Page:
"I just don't think there's much reason for optimism with nothing happening right now," Lindros told the paper. "We offered them the 24 percent (salary) rollback and I thought that was a very good offer. They didn't want it. We know that hockey is going to be back. But I can't tell you when and in what form."

Kay Whitmore, a former NHL goalie, said players were galvanized by the league's rejection of the salary cut, but he wondered if the union can withstand a two-year work stoppage.

"The only way someone is going to win is if both sides find a compromise, sit down right now and get a deal done," Whitmore told the Sun. "If that happens, then maybe both sides would truly be happy with what's happened. But the players' chances of winning don't improve the longer this goes. The deadline for the players to get their best deal is right now. I'm sure if this year is lost, it will be a bit of a shock."

Kirk Muller, a 19-year NHL veteran, said the sides won't be able to reach an agreement until they can trust each other.

"I'd be very surprised if there is any hockey this year," he said.


posted on Jan, 16 2005 @ 02:02 PM
Things just look bleaker and bleaker every day that goes by, heck they're not even talking.

This season has long been over and next one is looking pretty grim as well. I just cant believe they have let this come to the point it has. The NHL is in bad shape and it will probably never be the same.

posted on Jan, 17 2005 @ 07:46 PM
could this be the meeting where they finally throw in the towel on the hockey season

NHL and NHLPA to meet Wednesday

By IRA PODELL, AP Sports Writer
January 17, 2005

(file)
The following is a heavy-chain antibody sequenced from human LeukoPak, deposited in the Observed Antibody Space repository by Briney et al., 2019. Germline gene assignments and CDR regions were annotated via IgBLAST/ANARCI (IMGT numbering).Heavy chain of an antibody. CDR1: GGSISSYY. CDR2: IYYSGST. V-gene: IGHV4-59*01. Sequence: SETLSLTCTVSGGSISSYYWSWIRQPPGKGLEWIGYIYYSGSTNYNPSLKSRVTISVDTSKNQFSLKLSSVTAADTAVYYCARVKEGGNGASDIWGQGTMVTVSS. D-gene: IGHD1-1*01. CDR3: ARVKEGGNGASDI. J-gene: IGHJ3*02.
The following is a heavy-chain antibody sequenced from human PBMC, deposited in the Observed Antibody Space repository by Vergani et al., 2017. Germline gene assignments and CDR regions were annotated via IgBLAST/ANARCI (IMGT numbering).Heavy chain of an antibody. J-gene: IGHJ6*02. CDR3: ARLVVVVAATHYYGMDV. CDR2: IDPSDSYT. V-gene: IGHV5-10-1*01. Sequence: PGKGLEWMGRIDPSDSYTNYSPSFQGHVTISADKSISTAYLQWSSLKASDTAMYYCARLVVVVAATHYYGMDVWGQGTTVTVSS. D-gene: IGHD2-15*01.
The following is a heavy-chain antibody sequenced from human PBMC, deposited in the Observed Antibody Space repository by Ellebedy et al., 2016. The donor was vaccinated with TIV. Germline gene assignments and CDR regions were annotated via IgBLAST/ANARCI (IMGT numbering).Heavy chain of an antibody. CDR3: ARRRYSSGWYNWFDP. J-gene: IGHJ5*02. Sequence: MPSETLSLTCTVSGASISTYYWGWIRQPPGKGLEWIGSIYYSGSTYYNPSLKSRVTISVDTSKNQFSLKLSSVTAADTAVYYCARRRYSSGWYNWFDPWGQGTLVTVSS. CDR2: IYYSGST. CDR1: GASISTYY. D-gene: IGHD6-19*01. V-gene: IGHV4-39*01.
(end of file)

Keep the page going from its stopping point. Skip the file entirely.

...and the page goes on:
NEW YORK (AP) -- For the first time in more than a month, a group of officials from the NHL and the players' association will meet Wednesday in what could be a last-ditch effort to save the hockey season.

``We think it is appropriate and hopefully useful to engage in these discussions at this time,'' Ted Saskin, the union's senior director, said Monday. ``We are not meeting to present a new proposal and remain committed to reaching a fair deal that does not include a salary cap.''

Monday marked the 124th day of the lockout. So far, the NHL has resisted announcing a drop-dead date in which a collective bargaining agreement must be made to save this season. But with 650 regular-season games plus this year's All-Star game, already canceled, it appears that time is short to make a deal.

NHL commissioner Gary Bettman and players' association executive director Bob Goodenow, who have butted heads throughout the process, are expected to sit out this session. The idea to meet in a smaller group was hatched by players' association president Trevor Linden.

Linden, Saskin and outside counsel John McCambridge will represent the players. Calgary Flames part owner Harley Hotchkiss, the chairman of the NHL's board of governors; Bill Daly, the NHL's chief legal officer; and outside counsel Bob Batterman, will be present for the owners.

The NHL is not expected to make a new proposal at the meeting, either.

The sides have not met since Dec. 14 when the NHL rejected the union's proposal -- made five days earlier. A counteroffer made by the league also was rejected by the players during that session in Toronto.

The players' association got talks restarted in December, after three months of silence, with a proposal centered on an immediate 24-percent salary rollback on all existing contracts. Owners rejected that plan and countered with a salary-cap structured offer.

The NHLPA is adamant that it will never accept a salary cap. The union's offer featured a luxury-tax and revenue-sharing system. Bettman has said that he has no interest in a luxury tax.

During the 103-day lockout that disrupted the 1994-95 season, an agreement was reached on Jan. 11, 1995, allowing for a 48-game season that began nine days later.